Lawrence is a rich kid with a bad accent and a large debt. After his father refuses to help him out, Lawrence escapes his angry debtors by jumping on a Peace Corp flight to Southeast Asia, ...
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A highly successful advertising executive decides to put his job on hold after getting an update from his father that he and his wife are divorced and decides to extend his break after revealing that his father is a diabetic.
Steven Gold is a stand-up comedian who is flat broke and has recently dropped out of medical school. He and several others work regularly at the Gas Station, a New York comedy club. The ... See full summary »
Lawrence is a rich kid with a bad accent and a large debt. After his father refuses to help him out, Lawrence escapes his angry debtors by jumping on a Peace Corp flight to Southeast Asia, where is assigned to build a bridge for the local villagers with American-As-Apple-Pie WSU Grad Tom Tuttle and the beautiful and down-to earth Beth Wexler. What they don't realize is that the bridge is coveted by the U.S. Army, a local Communist force, and a powerful drug lord. Together with the help of At Toon, the only English speaking native, they must fight off the three opposing forces and find out what is right for the villagers, as well as themselves.Written by
Michael Silva <firstname.lastname@example.org>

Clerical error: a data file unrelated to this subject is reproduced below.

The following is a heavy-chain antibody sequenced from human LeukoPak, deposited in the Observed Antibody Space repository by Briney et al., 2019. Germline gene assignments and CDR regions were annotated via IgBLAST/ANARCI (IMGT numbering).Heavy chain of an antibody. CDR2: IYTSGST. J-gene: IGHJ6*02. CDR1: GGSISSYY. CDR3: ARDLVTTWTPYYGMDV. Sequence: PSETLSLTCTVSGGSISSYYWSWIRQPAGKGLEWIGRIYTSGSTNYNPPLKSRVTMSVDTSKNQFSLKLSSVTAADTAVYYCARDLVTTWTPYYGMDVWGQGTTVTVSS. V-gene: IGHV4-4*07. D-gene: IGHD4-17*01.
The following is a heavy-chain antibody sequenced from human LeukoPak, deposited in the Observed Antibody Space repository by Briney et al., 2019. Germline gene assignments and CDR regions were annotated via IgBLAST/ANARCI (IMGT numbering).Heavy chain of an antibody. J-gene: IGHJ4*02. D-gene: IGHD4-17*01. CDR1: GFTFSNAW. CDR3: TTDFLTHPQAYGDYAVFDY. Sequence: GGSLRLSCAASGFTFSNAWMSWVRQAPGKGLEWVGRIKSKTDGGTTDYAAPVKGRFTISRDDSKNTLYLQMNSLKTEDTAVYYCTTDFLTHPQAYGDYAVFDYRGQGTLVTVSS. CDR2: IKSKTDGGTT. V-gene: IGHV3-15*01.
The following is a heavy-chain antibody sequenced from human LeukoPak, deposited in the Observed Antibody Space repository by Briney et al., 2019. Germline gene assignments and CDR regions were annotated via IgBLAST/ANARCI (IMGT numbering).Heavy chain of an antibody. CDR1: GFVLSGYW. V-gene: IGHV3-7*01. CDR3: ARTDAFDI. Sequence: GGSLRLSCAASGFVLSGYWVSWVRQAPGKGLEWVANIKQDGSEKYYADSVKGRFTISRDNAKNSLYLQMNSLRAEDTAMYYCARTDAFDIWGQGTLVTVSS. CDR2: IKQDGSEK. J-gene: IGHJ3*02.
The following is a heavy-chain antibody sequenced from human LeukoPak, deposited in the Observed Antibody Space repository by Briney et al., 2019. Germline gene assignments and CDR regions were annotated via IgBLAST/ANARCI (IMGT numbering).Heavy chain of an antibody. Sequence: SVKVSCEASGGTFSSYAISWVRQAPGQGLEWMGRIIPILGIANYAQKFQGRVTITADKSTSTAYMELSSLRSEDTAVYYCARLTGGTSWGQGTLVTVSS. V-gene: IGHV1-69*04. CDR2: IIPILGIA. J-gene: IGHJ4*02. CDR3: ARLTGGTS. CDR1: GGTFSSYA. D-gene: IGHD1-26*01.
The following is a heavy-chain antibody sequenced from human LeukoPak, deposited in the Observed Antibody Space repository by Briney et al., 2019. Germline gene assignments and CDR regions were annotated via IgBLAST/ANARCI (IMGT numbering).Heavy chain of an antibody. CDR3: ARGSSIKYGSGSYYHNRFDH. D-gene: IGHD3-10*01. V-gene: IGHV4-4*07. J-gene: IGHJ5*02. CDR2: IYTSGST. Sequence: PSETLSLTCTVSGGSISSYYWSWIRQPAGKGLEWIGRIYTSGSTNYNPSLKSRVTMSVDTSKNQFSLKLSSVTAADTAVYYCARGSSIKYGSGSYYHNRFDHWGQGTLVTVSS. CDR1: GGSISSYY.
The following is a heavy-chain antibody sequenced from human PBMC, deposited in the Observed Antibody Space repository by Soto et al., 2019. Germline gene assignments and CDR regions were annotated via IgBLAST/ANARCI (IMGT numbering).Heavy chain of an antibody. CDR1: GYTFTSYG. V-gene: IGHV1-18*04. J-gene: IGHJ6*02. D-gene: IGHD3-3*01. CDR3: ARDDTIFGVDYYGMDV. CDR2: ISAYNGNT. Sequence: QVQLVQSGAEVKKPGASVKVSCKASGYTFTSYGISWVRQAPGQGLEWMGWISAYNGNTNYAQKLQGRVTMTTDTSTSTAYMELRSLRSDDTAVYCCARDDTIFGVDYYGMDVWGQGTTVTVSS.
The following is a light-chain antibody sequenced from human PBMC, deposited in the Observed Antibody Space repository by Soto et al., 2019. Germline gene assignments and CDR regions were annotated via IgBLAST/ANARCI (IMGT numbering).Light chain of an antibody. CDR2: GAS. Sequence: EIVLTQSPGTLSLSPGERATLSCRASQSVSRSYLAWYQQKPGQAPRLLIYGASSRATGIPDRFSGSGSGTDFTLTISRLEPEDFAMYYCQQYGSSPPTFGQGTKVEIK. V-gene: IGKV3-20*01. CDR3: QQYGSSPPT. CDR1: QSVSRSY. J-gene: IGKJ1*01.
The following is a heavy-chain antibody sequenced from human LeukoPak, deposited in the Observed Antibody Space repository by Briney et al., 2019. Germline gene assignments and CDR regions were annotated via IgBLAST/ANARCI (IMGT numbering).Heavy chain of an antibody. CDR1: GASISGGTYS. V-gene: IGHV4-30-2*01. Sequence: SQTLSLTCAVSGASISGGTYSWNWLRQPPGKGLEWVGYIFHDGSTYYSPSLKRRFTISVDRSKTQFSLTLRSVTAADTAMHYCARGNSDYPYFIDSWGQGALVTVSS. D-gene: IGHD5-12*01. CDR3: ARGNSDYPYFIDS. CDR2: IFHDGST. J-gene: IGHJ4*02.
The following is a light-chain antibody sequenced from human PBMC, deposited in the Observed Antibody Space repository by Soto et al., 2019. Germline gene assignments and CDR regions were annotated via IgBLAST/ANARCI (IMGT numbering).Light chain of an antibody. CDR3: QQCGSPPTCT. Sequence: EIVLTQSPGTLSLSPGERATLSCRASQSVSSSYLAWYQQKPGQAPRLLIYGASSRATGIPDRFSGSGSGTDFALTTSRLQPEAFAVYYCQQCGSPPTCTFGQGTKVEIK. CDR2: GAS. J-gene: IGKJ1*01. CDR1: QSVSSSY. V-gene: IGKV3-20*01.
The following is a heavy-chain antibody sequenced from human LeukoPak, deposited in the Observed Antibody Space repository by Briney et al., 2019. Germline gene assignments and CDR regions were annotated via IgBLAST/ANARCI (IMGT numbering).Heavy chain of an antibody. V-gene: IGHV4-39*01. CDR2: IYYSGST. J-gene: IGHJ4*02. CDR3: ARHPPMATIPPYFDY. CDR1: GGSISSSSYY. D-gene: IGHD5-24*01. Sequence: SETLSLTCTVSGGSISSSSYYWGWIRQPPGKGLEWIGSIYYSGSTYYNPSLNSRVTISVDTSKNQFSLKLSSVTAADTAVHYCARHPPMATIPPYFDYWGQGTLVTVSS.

The Lawrence Bourne III character, played by Tom Hanks, was modeled on a young Bob Hope "with that kind of false bravado and style. He is a great comic character" according to the film's writers. See more »
During the poker game, Lawrence's cigarette changes back & forth from half smoked to unlit. See more »
Tom Hanks' character has firstname "Lawrence". Hanks saves the village. As film fades to black for credits, a large group of "volunteers" gather around Hanks. Just as black for start of credits shows, chants of "Lawrence, Lawrence, Lawrence..." are heard. Absolutely a tribute to scene of O'Toole as Lawrence of Arabia marching across traintop to chants of "Lawrence, Lawrence, Lawrence..." See more »
How many other funny movies with Long Duc Dong are out there??
GREAT movie! One of the classics of the 80s! I love Tom Hanks & John Candy together--good foils-in fact, the two of them and Rita Wilson are a good example of very different personalities being forced to live and work together--we have all been there! And Gedde Watanabe (aka Long Duc Dong from "Sixteen Candles") is classic--he gets many of the best lines ("What have we learned, Dorothy?", etc). The subtitle gag was totally stolen by Mike Myers for his subsequent Wayne's World, the funny graphics/maps was stolen for EuroTrip (and many others)...it's just too amusing! And it's nice to find a comedy that has a sweet message too-this one fits the bill.
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